A guard made from metal mesh was added to keep interested fingers away from the moving parts. This was made from a piece of square section mesh which was cut to size using some tin-snips. This is shown here, where you can also see the two jubilee clips which hold the outer casing of the flexible drive.

The mesh is cut to size and then ‘wrapped’ around the metal brackets. Small holes (3mm) were drilled and tapped (given a thread) with a 4mm tap in the angle brackets. This means a machine screw can be used to hold the safety mesh onto the angle brackets.

You now have a pedal powered flexible drive. This drive can now be used to pedal power drill the holes for the next section. Photos of the final flexible drive unit are shown here:

Blender conversion:

The next step is to convert the blender, so that the flexible drive can be easily attached to spin the blender blades.
We found a blender which the motor had burned out, hence it seemed OK to remove and get it working again on pedal power. We used a Kenwood Smoothie Machine, but I am sure that most blenders have similar insides.
SAFETY: Unplug the smoothie maker before taking it apart.

Firstly take off the blender jug and keep safe.
Unscrew the plastic base. This gives access to the motor and the blender shaft. Make sure you keep all the nuts, bolts and screws, as they might be required later.
You can remove the cable and any of the electrical components as they will not be required.

The connector from the blender base to the blender jug was a plastic saw-toothed connector. This was held with a nut, but on a reverse thread. Turn this the opposite way to the usual to undo (clockwise to un-tighten, rather than the usual anti-clockwise). It should undo quite easily. This will allow the motor spindle to drop out.

Undo the two screws holding the motor to the plastic base.
There are large, heavy motor windings around the motor spindle. These can be removed. The motor is held at the top and the bottom with two bearings. There may also a fan at the base. This can be removed by undoing the nut holding to the spindle.

Undo the two nuts on each side of the motor assembly.

The next things to remove are the motor brushes. These are two graphite connectors which provide power to the windings on the motor spindle. These are not needed, so just undo any holding screws and remove.

Once the motor windings have been removed there is nothing to hold the top and bottom sections of the motor apart. We used some metal tubing (4mm brass tubing) to replace the motor windings.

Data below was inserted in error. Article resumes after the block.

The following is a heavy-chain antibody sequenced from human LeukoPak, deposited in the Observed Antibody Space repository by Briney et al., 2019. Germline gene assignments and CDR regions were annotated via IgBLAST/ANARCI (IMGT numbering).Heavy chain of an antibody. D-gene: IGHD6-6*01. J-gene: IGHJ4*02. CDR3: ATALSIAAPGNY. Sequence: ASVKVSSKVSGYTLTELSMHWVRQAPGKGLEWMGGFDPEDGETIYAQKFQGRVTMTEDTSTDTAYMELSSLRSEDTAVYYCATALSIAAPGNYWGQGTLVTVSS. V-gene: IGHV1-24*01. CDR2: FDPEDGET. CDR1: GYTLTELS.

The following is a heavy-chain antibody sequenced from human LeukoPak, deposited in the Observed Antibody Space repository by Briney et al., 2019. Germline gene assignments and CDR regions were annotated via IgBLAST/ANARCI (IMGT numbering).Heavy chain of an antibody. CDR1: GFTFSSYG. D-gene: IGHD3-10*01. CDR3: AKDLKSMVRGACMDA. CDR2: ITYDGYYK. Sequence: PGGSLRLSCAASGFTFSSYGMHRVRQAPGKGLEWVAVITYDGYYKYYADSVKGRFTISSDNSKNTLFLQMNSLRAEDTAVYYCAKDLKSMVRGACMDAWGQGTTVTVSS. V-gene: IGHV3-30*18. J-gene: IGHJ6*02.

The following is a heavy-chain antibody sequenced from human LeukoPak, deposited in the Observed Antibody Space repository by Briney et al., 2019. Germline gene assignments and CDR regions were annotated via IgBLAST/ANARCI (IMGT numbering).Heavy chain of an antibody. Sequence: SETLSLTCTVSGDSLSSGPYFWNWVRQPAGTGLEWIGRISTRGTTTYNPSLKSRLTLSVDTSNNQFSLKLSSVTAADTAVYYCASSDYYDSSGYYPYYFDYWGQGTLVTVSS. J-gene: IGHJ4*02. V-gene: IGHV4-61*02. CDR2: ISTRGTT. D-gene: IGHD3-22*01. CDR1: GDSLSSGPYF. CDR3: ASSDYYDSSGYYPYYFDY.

Measure the distance and cut two identical pieces of tubing. Fit over the two long bolts (as shown) to replace the windings.

Note: If weight is not an issue, then you can just use the motor windings again, rather than cut additional tubing.

Re-build the motor assembly, ensuring that the motor spindle turns freely on its bearings.

The concept is to tighten the flexible drive chuck around the protruding motor spindle. The flexible drive chuck opens to 8mm maximum, just larger than the smoothie machine spindle.

Note: If the spindle is larger than the chuck, then you could use a metal lathe to machine off the 2mm, but this is not practical for most people. A metal file could also be used to flatten off three sides to create a triangle. Check the flexible drive first – the spindle might fit with no adjustment.

Now that the main parts are built then last thing to do is to make some kind of clamp to hold it to a table. There are loads of ways to do this, we have built machines which are permanently bolted on table tops and ones which clamp to a table. How you do it is up to you, but here are the table clamp plans for your information.

The end result is shown here:

We used a piece of 50x50mm angle aluminium to hold an old smoothie machine. The whole unit is clamped to a table top using a clamp from an old ‘optics’ type drinks clamp. This makes the unit portable so it can be rigged up anywhere.

The photo here shows that a piece of aluminium angle has been cut so that it fits around the motor.

The motor is bolted to the aluminium bracket and the plastic housing of the smoothie machine. The plastic housing must be cut down using a ‘Dremel’ type cutting tool, so that the angle aluminium extends outside of the housing, as shown above.
Bolt using 4mm bolts and use lock-nuts so that it does not come undone with vibration.

On the other end of the aluminium bracket a clamp is bolted. Drill two holes through the aluminium angle and the clamp. Use short bolts and locknuts to bolt together, as shown here.
Now you have finished. Clamp the unit to a table. Tighten the flexible drive to the blender motor spindle. Add fruit and get pedaling…

A pdf of these plans is available here.